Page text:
October is National Bullying Prevention Month
October is National Bullying Prevention Month. While there is a growing awareness of this serious issue, bullying remains as a prevalent problem in school’s across the United States. 28% of students in grades 6-12 have experienced bullying, while 30% of young people admit to bullying others. This October, learn what you can do to be part of the solution to prevent bullying in your community.
What is Bullying?
According to the Centers for Disease and Control, bullying is any “unwanted aggressive behavior” involving an observed or perceived power imbalance. The behavior is typically repeated, or has a high likelihood of repetition. There are a variety of types, places, and contexts in which bullying can occur.
Someone can be bullied directly (e.g. being targeted in person in front of others) or indirectly (e.g. having rumors spread about them behind their back). Bullying is usually executed through physical, verbal, social/relational (e.g. reputation damage), or property damage. Electronic bullying, or cyberbullying, happens through the use of technology, through a mobile device or computer. Cyberbullying primarily consists of verbal aggressions such as threatening messages, and can occur via phone, email, direct messages, online posts, etc.).
Facts on Bullying
Approximately 1 and 4 and 1 and 3 students in the United States say they have been bullied. In 2016, The National Center for Educational Statistics reports that:
• 33% of students who reported being bullied at school said they were bullied at least once or twice a month during the school year
• Of those students who reported being bullied, 13% were made fun of, called names, or insulted; 12% were the subject of rumors; 5% were pushed, shoved, tripped, or spit on; and 5% were excluded from activities on purpose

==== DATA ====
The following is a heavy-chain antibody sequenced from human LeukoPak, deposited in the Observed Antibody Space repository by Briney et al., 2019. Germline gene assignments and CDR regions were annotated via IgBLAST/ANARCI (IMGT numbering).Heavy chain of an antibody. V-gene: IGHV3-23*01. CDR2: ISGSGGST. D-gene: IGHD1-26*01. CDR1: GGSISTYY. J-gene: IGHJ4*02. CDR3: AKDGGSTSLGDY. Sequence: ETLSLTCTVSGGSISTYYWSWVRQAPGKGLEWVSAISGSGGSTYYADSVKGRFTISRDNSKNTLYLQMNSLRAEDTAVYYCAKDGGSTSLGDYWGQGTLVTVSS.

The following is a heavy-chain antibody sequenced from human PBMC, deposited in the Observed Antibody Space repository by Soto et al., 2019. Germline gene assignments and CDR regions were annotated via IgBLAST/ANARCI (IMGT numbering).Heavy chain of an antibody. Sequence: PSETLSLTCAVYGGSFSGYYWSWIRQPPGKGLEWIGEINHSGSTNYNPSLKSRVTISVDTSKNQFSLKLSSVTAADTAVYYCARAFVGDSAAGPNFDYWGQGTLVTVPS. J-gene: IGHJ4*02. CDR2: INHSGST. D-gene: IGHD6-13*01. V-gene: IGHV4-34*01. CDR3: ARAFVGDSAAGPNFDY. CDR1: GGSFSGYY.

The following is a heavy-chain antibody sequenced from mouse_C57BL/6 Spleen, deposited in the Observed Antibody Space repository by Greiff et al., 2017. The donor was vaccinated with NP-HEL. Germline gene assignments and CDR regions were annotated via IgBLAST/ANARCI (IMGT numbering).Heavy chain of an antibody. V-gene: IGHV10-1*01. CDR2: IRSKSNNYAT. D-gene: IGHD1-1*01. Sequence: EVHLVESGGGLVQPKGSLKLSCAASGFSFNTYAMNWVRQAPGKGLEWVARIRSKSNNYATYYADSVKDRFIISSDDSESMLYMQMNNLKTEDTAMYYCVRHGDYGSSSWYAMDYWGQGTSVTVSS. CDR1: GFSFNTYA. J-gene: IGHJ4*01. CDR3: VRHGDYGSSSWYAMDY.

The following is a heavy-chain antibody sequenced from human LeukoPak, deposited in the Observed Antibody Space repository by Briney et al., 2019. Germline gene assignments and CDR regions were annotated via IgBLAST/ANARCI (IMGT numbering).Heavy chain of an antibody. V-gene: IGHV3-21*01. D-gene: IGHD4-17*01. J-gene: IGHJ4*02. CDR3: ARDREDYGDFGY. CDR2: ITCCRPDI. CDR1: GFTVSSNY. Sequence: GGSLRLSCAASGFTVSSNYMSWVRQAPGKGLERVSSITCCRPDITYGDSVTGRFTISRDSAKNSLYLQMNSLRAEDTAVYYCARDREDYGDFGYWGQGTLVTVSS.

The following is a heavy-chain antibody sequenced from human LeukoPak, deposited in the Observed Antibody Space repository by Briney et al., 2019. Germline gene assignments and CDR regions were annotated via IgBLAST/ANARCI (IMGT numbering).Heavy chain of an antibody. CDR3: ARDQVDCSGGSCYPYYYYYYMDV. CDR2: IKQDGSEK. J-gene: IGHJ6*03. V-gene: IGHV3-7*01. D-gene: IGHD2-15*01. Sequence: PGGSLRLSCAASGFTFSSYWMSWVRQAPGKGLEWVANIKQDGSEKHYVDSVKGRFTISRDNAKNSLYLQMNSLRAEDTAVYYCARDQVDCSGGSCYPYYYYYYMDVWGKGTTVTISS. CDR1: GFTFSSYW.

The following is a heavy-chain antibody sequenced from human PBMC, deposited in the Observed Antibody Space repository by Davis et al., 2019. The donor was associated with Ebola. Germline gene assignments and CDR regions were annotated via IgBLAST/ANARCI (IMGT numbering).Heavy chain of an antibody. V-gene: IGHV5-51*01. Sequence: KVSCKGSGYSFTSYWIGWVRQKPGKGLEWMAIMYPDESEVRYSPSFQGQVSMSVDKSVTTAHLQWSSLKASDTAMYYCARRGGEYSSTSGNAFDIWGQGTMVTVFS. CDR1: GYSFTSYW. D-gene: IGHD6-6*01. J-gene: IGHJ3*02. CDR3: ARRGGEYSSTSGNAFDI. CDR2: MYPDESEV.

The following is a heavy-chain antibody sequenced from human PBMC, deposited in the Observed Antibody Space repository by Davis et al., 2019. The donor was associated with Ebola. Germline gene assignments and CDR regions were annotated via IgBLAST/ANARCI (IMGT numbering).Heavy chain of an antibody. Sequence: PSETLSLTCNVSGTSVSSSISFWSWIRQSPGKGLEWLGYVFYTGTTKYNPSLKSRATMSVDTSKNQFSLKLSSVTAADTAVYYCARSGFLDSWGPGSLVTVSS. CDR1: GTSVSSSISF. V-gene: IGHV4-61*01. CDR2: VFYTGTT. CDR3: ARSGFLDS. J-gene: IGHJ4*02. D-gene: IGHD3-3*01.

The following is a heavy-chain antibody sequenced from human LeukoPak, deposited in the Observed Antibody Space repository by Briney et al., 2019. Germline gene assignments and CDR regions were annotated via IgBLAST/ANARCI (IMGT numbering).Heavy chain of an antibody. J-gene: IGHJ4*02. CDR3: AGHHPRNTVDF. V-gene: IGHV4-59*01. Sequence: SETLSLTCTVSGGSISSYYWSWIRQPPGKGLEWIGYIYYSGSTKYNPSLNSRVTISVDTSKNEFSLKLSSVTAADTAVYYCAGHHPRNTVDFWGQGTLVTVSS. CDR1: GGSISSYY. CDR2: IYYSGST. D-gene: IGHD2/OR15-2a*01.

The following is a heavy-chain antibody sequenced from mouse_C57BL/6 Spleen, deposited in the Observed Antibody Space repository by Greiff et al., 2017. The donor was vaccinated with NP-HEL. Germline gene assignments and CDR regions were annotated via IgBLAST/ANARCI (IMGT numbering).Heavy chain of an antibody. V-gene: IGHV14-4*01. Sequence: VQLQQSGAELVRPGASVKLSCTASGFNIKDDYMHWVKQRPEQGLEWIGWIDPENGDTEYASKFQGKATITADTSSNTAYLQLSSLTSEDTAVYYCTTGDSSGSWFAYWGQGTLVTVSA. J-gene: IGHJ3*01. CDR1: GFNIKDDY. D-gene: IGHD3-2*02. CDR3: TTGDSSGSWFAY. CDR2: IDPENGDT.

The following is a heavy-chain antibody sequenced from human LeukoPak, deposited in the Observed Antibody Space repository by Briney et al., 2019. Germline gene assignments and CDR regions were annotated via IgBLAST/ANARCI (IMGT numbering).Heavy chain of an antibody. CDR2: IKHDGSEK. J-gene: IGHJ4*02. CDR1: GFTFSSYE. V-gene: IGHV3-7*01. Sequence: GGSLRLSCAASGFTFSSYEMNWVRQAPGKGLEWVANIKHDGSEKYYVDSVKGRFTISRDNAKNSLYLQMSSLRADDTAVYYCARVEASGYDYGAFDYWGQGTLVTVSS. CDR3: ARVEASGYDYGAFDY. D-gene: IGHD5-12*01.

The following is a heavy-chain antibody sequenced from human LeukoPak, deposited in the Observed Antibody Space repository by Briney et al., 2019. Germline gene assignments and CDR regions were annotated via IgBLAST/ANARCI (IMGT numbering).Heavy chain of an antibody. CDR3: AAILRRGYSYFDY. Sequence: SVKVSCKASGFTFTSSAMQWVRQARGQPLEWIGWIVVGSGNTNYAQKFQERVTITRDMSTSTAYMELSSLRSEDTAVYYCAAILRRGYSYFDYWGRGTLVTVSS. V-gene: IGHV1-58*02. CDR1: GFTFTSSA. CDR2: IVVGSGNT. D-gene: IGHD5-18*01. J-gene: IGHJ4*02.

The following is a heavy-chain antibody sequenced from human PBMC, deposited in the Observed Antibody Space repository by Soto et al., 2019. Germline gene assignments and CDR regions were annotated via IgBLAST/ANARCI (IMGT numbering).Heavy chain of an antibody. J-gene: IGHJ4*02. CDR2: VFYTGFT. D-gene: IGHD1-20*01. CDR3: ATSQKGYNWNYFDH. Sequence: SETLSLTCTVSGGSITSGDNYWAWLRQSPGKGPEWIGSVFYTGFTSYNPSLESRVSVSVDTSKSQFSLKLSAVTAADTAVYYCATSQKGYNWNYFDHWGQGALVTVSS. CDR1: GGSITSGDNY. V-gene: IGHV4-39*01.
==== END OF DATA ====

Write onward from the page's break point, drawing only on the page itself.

• 23% of female students report being bullied at school compared to 19% male students
• 6% of male students report being physically bullied vs. 4% for female students
• 5% of male students report being threatened with harm vs. 3% for female students
Young people who are at risk and commonly targets for bullying are those that are seen as different, weak, anxious, less popular, etc. from their peers. You can learn more about the warning signs of someone who is or has been a victim of bullying here.
Effects of Bullying
There are serious effects due to bullying that can negatively affect the lives of youths. Kids who are bullied tend to experience physical, mental health, and social issues at school. Increased feelings of depression anxiety, sadness, loneliness are common. Behavioral patterns such as sleeping and eating can change, academic achievement may take a turn for the worst, and other types of health complaints can arise. Some of these negative effects may also carry into adulthood.
What Can Be Done to Prevent Bullying?
While there is still no concrete best practice to fully prevent bullying, especially in schools, witnesses have a very unique power to prevent bullying. 57% of situations stop when a peer steps in to prevent another student from being bullied. While this is a great statistic, bystanders only intervene less than 20% of the time if they see someone getting bullied.
In 2014, the “I Am a Witness” campaign launched to empower passive bystanders to take action and speak up against bullying. The campaign’s research shows that 68% of teens who are aware of the initiative feel confident that they know how to respond to bullying when they see it. The campaign’s symbol, an eye emoji shaped as a speech bubble, reminds bullies that they are being watched, while also reminding victims that there is support out there.
This October during National Bullying Prevention Month, there are many other campaigns going on across the country to raise awareness on the prevalence and impact of bullying, and to encourage young people to be part of the solution.
The Because of You campaign is a movement that is encouraging self reflection so teens understand how their own words and actions affect others. By being mindful and taking ownership of their own behaviors, students are empowered to be the change in their communities to end bullying.
STOMP Out Bullying has some call to actions that students can take at school during the entire month such as making friends with someone you don’t know at school. All the activities promote healthy communication, inclusivity, and kindness.
For more information on bullying and how you can help be part of the solution, visit any of the sites below.
Get Help Now:
Crisis Text Line
National Suicide Prevention Lifeline
GLBT National Youth Talkline